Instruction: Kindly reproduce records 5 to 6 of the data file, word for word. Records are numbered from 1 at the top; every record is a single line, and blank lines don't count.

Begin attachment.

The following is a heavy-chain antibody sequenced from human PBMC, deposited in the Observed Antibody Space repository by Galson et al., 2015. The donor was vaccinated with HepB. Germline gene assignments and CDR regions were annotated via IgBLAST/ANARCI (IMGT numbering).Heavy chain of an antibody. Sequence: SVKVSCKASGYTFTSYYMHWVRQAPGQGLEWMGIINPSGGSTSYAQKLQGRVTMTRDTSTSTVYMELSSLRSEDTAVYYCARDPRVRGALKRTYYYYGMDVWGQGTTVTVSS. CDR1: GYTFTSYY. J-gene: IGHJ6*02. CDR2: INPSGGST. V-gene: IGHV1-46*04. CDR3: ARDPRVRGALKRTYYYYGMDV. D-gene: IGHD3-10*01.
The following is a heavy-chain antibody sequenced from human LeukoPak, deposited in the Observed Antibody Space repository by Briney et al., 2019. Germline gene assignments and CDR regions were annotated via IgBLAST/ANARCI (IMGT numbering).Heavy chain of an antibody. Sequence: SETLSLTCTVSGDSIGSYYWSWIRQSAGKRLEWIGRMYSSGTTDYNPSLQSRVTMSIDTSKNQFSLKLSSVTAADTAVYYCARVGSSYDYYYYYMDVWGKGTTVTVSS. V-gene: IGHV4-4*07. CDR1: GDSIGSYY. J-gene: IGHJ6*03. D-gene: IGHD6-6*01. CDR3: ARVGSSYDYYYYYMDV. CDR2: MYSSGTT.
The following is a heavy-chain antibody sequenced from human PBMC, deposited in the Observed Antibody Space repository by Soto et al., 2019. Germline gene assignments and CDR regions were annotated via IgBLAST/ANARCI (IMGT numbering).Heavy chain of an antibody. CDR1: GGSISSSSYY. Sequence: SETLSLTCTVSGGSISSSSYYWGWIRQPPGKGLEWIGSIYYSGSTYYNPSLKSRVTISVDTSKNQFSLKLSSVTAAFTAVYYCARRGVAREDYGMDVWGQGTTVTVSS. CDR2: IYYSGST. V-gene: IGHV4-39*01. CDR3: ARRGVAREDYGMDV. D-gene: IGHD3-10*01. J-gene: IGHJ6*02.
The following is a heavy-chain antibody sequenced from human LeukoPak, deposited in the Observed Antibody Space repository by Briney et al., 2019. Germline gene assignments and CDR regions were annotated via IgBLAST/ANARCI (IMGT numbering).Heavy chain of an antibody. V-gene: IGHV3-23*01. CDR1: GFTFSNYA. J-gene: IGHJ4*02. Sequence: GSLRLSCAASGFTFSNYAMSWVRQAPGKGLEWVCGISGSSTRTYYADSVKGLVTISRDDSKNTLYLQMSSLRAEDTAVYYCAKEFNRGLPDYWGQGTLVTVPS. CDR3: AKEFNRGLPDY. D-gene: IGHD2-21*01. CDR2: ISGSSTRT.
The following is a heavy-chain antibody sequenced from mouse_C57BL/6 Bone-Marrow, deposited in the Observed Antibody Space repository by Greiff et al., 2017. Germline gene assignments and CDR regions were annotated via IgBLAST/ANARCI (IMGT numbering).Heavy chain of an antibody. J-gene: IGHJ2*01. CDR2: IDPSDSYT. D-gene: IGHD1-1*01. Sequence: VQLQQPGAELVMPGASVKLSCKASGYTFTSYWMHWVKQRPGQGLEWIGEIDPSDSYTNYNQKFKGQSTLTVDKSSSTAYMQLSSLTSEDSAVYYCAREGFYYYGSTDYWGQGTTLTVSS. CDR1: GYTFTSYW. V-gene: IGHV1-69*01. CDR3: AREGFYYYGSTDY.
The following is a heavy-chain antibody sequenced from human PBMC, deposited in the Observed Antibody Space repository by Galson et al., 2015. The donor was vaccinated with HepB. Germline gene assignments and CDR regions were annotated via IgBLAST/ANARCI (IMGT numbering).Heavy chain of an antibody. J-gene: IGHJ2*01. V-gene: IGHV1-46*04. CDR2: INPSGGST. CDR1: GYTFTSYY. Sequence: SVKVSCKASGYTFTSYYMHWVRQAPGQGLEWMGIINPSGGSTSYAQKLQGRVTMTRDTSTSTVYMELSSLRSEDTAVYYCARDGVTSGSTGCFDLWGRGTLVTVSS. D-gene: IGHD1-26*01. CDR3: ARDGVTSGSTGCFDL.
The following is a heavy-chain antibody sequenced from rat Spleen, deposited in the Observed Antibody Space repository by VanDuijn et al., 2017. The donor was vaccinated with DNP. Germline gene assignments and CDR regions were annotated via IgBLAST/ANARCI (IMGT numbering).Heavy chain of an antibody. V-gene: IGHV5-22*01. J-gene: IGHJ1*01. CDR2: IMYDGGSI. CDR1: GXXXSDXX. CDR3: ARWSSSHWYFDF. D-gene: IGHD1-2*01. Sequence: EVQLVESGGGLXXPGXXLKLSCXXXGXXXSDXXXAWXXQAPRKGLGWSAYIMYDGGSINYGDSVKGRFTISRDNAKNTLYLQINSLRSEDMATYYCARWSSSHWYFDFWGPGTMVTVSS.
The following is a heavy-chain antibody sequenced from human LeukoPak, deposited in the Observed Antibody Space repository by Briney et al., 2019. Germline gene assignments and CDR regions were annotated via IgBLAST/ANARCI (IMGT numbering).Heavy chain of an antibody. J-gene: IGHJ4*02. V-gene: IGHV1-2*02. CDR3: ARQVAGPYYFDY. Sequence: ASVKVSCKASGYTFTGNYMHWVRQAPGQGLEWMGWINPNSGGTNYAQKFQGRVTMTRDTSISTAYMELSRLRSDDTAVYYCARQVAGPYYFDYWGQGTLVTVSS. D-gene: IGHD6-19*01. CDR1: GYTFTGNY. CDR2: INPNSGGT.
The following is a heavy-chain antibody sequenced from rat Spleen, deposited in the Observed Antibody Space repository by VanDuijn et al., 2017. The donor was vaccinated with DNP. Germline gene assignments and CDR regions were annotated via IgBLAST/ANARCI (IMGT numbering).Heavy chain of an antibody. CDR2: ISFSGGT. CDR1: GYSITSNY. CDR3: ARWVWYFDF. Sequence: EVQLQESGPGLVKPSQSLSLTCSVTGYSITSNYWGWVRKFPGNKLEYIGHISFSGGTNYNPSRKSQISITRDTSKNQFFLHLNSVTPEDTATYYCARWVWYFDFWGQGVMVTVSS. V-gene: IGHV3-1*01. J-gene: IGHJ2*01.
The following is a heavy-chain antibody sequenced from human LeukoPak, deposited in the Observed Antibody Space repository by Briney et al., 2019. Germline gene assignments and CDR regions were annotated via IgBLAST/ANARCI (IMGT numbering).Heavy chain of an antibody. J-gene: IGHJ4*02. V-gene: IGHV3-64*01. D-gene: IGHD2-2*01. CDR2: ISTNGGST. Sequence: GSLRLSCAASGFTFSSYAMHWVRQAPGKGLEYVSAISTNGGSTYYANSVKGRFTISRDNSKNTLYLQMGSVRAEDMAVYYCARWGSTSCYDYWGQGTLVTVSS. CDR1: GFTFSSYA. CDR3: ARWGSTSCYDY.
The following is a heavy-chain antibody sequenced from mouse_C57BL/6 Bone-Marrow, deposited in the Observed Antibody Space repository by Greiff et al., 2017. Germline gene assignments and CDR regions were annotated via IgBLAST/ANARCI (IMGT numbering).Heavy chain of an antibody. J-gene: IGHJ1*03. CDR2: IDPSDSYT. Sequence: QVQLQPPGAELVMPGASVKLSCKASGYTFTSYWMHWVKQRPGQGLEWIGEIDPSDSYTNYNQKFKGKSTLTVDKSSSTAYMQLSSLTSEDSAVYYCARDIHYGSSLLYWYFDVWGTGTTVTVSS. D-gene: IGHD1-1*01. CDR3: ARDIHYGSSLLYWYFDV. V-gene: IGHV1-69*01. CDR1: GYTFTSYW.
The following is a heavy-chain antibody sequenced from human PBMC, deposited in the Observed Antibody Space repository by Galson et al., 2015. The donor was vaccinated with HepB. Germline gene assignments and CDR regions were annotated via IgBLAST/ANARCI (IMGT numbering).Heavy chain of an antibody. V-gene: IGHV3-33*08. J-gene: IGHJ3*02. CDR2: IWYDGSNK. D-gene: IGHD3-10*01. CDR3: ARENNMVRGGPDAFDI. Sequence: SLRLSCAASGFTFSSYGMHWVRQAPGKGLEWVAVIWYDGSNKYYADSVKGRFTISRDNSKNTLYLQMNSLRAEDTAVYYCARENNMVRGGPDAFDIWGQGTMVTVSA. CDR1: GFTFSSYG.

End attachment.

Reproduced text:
The following is a heavy-chain antibody sequenced from mouse_C57BL/6 Bone-Marrow, deposited in the Observed Antibody Space repository by Greiff et al., 2017. Germline gene assignments and CDR regions were annotated via IgBLAST/ANARCI (IMGT numbering).Heavy chain of an antibody. J-gene: IGHJ2*01. CDR2: IDPSDSYT. D-gene: IGHD1-1*01. Sequence: VQLQQPGAELVMPGASVKLSCKASGYTFTSYWMHWVKQRPGQGLEWIGEIDPSDSYTNYNQKFKGQSTLTVDKSSSTAYMQLSSLTSEDSAVYYCAREGFYYYGSTDYWGQGTTLTVSS. CDR1: GYTFTSYW. V-gene: IGHV1-69*01. CDR3: AREGFYYYGSTDY.
The following is a heavy-chain antibody sequenced from human PBMC, deposited in the Observed Antibody Space repository by Galson et al., 2015. The donor was vaccinated with HepB. Germline gene assignments and CDR regions were annotated via IgBLAST/ANARCI (IMGT numbering).Heavy chain of an antibody. J-gene: IGHJ2*01. V-gene: IGHV1-46*04. CDR2: INPSGGST. CDR1: GYTFTSYY. Sequence: SVKVSCKASGYTFTSYYMHWVRQAPGQGLEWMGIINPSGGSTSYAQKLQGRVTMTRDTSTSTVYMELSSLRSEDTAVYYCARDGVTSGSTGCFDLWGRGTLVTVSS. D-gene: IGHD1-26*01. CDR3: ARDGVTSGSTGCFDL.